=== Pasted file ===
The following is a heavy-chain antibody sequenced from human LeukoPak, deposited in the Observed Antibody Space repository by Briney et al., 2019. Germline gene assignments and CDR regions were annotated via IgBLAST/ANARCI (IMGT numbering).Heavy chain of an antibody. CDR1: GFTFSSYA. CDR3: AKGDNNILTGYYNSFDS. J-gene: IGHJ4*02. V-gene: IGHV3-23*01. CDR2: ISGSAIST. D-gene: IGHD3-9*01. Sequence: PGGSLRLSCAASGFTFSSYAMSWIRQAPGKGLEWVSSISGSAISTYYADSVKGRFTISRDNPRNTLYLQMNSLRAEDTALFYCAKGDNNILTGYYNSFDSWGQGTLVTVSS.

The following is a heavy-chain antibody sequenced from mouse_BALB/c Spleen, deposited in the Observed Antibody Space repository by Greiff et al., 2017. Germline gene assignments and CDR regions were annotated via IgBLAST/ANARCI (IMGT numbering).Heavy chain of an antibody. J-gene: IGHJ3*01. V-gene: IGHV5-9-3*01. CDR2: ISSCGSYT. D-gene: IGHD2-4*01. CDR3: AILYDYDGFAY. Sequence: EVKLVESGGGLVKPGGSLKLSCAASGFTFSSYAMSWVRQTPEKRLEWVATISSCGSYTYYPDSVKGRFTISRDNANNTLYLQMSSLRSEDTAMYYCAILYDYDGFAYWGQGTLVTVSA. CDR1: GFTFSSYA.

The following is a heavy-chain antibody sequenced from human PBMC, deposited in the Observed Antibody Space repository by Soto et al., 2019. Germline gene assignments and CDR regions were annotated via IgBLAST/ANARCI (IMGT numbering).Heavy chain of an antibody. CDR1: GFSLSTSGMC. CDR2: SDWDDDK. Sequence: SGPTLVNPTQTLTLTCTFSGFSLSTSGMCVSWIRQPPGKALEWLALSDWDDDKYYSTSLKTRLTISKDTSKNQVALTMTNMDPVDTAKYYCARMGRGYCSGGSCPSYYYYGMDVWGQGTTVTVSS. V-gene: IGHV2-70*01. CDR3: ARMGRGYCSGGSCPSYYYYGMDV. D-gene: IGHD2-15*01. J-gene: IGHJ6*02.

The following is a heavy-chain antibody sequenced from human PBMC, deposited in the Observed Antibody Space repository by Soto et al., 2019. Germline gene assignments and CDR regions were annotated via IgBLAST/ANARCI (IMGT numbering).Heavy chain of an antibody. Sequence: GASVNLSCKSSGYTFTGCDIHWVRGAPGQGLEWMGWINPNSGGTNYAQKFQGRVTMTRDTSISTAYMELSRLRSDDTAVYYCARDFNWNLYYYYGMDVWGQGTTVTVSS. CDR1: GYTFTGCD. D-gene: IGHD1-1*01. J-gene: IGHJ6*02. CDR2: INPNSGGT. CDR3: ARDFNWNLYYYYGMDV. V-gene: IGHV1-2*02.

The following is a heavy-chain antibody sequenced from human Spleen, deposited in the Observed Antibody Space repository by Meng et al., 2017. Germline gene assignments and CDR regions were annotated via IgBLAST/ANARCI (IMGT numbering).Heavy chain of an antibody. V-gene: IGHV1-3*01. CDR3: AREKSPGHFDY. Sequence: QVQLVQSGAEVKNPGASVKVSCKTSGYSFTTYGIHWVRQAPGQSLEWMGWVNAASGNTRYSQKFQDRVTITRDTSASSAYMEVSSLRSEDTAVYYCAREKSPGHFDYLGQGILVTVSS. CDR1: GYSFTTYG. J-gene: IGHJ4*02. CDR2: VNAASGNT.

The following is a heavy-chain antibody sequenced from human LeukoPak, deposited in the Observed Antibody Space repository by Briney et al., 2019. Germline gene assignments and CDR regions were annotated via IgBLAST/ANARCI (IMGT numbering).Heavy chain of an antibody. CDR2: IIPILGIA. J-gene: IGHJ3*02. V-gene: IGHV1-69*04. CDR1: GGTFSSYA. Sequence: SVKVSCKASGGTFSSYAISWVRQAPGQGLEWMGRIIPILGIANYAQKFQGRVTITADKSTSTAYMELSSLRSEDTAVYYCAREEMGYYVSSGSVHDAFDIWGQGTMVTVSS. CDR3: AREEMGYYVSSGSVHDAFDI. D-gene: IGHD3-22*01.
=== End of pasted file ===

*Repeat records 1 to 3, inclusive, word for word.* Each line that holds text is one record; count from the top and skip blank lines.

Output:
The following is a heavy-chain antibody sequenced from human LeukoPak, deposited in the Observed Antibody Space repository by Briney et al., 2019. Germline gene assignments and CDR regions were annotated via IgBLAST/ANARCI (IMGT numbering).Heavy chain of an antibody. CDR1: GFTFSSYA. CDR3: AKGDNNILTGYYNSFDS. J-gene: IGHJ4*02. V-gene: IGHV3-23*01. CDR2: ISGSAIST. D-gene: IGHD3-9*01. Sequence: PGGSLRLSCAASGFTFSSYAMSWIRQAPGKGLEWVSSISGSAISTYYADSVKGRFTISRDNPRNTLYLQMNSLRAEDTALFYCAKGDNNILTGYYNSFDSWGQGTLVTVSS.

The following is a heavy-chain antibody sequenced from mouse_BALB/c Spleen, deposited in the Observed Antibody Space repository by Greiff et al., 2017. Germline gene assignments and CDR regions were annotated via IgBLAST/ANARCI (IMGT numbering).Heavy chain of an antibody. J-gene: IGHJ3*01. V-gene: IGHV5-9-3*01. CDR2: ISSCGSYT. D-gene: IGHD2-4*01. CDR3: AILYDYDGFAY. Sequence: EVKLVESGGGLVKPGGSLKLSCAASGFTFSSYAMSWVRQTPEKRLEWVATISSCGSYTYYPDSVKGRFTISRDNANNTLYLQMSSLRSEDTAMYYCAILYDYDGFAYWGQGTLVTVSA. CDR1: GFTFSSYA.

The following is a heavy-chain antibody sequenced from human PBMC, deposited in the Observed Antibody Space repository by Soto et al., 2019. Germline gene assignments and CDR regions were annotated via IgBLAST/ANARCI (IMGT numbering).Heavy chain of an antibody. CDR1: GFSLSTSGMC. CDR2: SDWDDDK. Sequence: SGPTLVNPTQTLTLTCTFSGFSLSTSGMCVSWIRQPPGKALEWLALSDWDDDKYYSTSLKTRLTISKDTSKNQVALTMTNMDPVDTAKYYCARMGRGYCSGGSCPSYYYYGMDVWGQGTTVTVSS. V-gene: IGHV2-70*01. CDR3: ARMGRGYCSGGSCPSYYYYGMDV. D-gene: IGHD2-15*01. J-gene: IGHJ6*02.